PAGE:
The COVID-19 pandemic is stimulating debate about the relationship between the governed and their leaders, both elected and appointed. In Australia, the world’s tenth-oldest continuous democracy, there is an unanticipated but positive opportunity for a nation-building refocus on the principles and aspirations that underpinned the 1901 agreement ‘to unite in one indissoluble Federal Commonwealth’.[i] That agreement reflects an enduring belief that informed political participation is central to an accountable democracy, and that it is a unique mechanism for developing an individual’s sense of self-worth and commitment to a better society.
High levels of socio-economic and political disruption and disquiet will not quickly recede. However, there can be no doubt that students whose education is enhanced by an intelligent examination of the human condition — with the emphasis on developing a thorough understanding of Australia’s national heritage and, ideally, a concomitant sense of belonging and purpose — will be better positioned to enter adulthood with confidence.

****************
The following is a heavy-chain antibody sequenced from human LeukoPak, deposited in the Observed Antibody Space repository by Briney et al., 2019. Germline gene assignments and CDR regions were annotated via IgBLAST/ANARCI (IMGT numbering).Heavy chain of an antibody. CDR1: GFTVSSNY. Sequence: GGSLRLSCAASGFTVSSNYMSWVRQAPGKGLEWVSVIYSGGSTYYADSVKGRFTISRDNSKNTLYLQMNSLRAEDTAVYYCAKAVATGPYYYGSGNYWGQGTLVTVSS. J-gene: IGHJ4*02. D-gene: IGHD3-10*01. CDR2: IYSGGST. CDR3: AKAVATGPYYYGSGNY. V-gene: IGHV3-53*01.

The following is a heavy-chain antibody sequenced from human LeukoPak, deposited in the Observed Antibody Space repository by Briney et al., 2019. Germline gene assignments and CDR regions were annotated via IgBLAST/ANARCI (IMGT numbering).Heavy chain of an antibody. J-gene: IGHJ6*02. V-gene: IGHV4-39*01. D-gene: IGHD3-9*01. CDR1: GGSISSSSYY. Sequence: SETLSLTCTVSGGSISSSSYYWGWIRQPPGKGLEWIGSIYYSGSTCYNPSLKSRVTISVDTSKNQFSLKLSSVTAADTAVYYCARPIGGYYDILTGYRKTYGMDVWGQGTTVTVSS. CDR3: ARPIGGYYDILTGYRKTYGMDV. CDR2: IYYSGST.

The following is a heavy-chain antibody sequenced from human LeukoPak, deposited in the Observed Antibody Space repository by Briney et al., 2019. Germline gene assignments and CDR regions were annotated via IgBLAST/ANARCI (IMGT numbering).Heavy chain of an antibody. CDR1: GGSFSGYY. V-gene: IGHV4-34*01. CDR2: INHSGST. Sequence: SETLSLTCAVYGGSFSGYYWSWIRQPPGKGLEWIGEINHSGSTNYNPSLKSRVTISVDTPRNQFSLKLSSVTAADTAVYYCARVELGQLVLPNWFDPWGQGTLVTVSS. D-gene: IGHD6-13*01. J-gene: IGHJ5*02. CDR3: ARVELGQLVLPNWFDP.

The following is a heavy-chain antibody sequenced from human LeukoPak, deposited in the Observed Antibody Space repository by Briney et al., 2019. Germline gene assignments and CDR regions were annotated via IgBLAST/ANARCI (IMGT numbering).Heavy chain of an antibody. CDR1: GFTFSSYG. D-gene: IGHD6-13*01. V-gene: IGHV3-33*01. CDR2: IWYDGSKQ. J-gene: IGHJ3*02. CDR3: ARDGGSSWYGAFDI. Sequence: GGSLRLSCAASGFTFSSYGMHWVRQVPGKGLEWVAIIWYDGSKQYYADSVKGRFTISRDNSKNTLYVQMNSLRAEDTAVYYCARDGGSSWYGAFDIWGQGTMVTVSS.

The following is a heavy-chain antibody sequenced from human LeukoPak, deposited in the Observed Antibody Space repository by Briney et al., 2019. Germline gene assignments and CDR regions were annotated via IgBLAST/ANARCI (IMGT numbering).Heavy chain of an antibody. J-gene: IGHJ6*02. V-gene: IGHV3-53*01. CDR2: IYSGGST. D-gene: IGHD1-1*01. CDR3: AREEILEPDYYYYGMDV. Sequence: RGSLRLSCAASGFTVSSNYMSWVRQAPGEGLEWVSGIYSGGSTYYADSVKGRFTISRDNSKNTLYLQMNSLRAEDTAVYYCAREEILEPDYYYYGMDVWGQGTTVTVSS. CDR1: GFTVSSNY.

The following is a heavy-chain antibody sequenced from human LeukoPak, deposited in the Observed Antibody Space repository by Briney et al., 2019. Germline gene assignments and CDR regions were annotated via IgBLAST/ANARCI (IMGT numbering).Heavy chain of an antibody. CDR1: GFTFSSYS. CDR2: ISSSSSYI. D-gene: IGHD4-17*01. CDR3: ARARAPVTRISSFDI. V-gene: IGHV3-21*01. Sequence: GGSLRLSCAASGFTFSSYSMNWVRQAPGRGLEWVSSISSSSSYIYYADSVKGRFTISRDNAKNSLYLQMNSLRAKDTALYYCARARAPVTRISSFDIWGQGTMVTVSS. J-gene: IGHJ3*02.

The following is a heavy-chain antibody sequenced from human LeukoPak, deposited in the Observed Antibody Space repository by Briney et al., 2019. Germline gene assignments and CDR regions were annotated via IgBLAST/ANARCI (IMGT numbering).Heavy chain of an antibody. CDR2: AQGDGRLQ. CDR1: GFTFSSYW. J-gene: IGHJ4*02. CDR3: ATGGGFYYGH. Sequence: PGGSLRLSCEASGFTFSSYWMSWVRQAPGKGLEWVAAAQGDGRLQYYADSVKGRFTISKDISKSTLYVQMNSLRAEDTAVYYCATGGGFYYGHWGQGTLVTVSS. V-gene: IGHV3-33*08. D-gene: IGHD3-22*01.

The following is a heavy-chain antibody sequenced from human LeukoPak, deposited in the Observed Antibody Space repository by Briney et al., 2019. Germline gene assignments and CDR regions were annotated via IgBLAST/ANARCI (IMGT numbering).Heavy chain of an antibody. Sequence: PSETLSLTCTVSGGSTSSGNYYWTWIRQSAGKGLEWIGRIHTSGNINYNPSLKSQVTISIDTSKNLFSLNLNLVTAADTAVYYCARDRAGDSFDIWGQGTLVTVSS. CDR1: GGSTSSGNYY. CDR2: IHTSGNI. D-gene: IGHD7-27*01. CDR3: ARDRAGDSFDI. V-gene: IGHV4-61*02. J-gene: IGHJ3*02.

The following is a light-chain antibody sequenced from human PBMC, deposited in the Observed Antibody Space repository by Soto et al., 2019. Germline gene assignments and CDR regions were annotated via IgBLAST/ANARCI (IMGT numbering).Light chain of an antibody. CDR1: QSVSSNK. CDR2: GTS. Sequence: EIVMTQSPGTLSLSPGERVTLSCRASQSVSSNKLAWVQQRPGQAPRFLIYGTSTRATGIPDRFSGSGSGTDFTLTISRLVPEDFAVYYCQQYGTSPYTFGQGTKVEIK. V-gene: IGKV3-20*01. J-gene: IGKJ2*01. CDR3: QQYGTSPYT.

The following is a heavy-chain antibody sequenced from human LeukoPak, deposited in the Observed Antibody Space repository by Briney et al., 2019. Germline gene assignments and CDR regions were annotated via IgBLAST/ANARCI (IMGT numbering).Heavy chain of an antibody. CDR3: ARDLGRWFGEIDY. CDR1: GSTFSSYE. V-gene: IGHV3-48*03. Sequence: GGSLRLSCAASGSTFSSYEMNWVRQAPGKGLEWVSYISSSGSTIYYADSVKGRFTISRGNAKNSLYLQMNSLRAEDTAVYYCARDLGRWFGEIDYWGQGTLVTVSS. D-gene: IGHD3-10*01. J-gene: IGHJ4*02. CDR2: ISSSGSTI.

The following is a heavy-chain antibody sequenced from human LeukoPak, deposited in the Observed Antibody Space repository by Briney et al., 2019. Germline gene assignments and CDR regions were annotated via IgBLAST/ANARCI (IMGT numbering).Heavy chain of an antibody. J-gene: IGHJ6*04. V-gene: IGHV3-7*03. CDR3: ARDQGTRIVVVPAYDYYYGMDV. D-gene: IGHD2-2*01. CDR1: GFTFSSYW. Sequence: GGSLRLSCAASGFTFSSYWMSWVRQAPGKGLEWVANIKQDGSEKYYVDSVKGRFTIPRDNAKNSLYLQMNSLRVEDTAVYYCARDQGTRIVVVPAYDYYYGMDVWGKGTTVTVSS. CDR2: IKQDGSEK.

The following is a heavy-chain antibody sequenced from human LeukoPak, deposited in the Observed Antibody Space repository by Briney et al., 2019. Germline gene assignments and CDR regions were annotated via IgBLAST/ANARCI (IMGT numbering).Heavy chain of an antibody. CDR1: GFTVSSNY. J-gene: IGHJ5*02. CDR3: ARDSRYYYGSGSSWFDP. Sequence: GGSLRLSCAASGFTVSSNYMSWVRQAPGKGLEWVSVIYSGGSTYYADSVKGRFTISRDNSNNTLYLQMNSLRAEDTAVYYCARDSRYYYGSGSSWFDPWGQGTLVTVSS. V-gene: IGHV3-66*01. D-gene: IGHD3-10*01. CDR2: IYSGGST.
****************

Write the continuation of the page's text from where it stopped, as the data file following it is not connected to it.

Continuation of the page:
This period coincides with a review of the Australian Curriculum, scheduled for completion at the end of 2021. As the strengths and weaknesses of federation are tested, there can be few more powerful avenues leading to national unity and prosperity than a genuinely world-class Australian Curriculum.
To bring improvements to the education of all young Australians, that document should be based on a sophisticated, overarching academic framework that includes a renewed commitment to nation building through an enhanced Civics and Citizenship curriculum.